IR self-protection is essential to the survivability of modern warships. Ship IR signature reduction decreases the range at which IR seekers lock on to the ship, making a missile hit less probable and providing the crew with more time to launch decoys.
The IR signature of a ship originates from both internal and external sources. Internal sources include the hot engine uptake metal and exhaust, and heated interior compartments. External sources include skin heating, reflections, and contrast with the background. Internal and external sources must be addressed in a balanced manner during the design of the ship.
Following the guideline that internal and external sources of IR signature should be addressed in a balanced manner, DAVIS has grouped exhaust suppression and skin cooling technologies into four levels: Level I corresponds to no suppression; Level II to exhaust metal cooling and NBC wash; Level III to metal and plume cooling and full wash; and Level IV to metal and advanced plume cooling and active wash.
The single greatest source of IR energy emitting from a ship is the hot exhaust uptakes from the gas turbine and/or diesel engines where they exit the ship. Davis employs film cooling technology in an entraining diffuser to cool the uptake metal close to ambient temperature.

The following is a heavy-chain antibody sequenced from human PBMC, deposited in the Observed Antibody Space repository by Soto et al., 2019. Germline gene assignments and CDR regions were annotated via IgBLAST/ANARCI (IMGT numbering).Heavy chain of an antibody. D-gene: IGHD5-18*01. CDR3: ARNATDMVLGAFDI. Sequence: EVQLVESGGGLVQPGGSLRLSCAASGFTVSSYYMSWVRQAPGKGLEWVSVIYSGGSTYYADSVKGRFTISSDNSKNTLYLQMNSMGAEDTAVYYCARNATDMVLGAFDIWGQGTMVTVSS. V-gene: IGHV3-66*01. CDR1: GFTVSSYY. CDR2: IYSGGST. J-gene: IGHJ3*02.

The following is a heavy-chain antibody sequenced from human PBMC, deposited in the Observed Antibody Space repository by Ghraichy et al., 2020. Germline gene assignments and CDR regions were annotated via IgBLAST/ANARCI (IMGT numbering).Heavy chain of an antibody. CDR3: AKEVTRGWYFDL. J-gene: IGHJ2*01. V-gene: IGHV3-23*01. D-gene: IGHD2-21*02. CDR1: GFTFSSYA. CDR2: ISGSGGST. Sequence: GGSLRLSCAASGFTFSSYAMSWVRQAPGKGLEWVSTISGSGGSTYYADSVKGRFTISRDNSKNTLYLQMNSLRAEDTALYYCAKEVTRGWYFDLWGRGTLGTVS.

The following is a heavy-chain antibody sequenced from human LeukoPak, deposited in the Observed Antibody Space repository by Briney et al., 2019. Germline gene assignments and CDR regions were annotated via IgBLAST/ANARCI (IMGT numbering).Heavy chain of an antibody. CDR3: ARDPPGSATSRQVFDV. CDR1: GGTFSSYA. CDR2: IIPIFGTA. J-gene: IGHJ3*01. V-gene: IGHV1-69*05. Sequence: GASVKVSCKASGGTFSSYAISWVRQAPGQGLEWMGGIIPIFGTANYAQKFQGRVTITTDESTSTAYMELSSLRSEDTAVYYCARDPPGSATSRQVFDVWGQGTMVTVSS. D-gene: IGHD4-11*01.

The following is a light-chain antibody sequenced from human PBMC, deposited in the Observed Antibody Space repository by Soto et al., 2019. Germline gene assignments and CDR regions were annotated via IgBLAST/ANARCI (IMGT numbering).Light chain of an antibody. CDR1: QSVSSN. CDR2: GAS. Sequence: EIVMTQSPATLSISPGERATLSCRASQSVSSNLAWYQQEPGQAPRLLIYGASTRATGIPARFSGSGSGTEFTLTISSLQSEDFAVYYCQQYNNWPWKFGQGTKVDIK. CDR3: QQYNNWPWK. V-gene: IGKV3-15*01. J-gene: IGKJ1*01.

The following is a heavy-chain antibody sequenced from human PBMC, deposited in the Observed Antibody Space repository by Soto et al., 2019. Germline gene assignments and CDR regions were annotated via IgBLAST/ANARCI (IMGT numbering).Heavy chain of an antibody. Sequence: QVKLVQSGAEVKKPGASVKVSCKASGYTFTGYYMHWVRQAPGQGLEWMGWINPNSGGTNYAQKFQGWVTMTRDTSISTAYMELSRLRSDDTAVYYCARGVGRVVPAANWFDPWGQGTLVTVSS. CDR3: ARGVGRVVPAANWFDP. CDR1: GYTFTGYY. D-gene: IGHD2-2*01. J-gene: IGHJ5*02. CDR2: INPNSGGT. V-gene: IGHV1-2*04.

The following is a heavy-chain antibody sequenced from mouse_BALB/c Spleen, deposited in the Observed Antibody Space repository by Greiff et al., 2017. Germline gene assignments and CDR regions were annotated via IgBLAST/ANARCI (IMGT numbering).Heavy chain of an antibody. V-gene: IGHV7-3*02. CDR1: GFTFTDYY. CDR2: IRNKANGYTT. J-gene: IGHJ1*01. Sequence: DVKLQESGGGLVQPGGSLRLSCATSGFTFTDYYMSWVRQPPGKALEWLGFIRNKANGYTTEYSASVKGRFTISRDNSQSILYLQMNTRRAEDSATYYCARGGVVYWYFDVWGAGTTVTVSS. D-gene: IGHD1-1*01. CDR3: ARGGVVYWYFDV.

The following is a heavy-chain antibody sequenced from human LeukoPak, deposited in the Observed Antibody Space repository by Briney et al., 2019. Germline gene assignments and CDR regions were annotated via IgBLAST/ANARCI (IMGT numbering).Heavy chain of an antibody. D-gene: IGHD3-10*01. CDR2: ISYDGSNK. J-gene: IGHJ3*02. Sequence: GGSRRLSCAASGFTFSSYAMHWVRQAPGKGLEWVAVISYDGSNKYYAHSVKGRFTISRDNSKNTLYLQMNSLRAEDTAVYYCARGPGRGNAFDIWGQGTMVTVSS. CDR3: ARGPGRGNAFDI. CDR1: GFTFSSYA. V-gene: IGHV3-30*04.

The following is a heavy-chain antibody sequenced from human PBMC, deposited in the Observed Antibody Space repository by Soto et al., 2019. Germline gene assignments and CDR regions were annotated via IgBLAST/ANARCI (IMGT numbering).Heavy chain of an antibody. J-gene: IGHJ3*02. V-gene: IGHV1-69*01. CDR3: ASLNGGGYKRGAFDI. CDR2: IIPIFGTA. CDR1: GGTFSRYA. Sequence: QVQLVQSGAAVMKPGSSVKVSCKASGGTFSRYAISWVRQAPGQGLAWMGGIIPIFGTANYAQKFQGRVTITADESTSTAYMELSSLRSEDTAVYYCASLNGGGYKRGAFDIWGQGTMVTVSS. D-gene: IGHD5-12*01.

Hot exhaust plumes from gas turbine engines are another source of IR emissions. An eductor/diffuser typically draws in 100% additional air to mix with the hot exhaust, dramatically reducing the temperature of the exhaust plume. A DRES ball is a variation of the eductor/diffuser concept to include a cooled optical block to reduce the IR signature at high angles above the ship. More advanced ejectors or the addition of equipment to inject seawater into the hot exhaust can further cool the exhaust gases.
Active hull cooling (AHC) technology reduces the IR signature of a ship by using an onboard system of water spray nozzles to coat the hull and superstructure with cooling seawater. The AHC is controlled by the Onboard Signature Manager (OSM) that directs the cooling spray onto heated ship surfaces.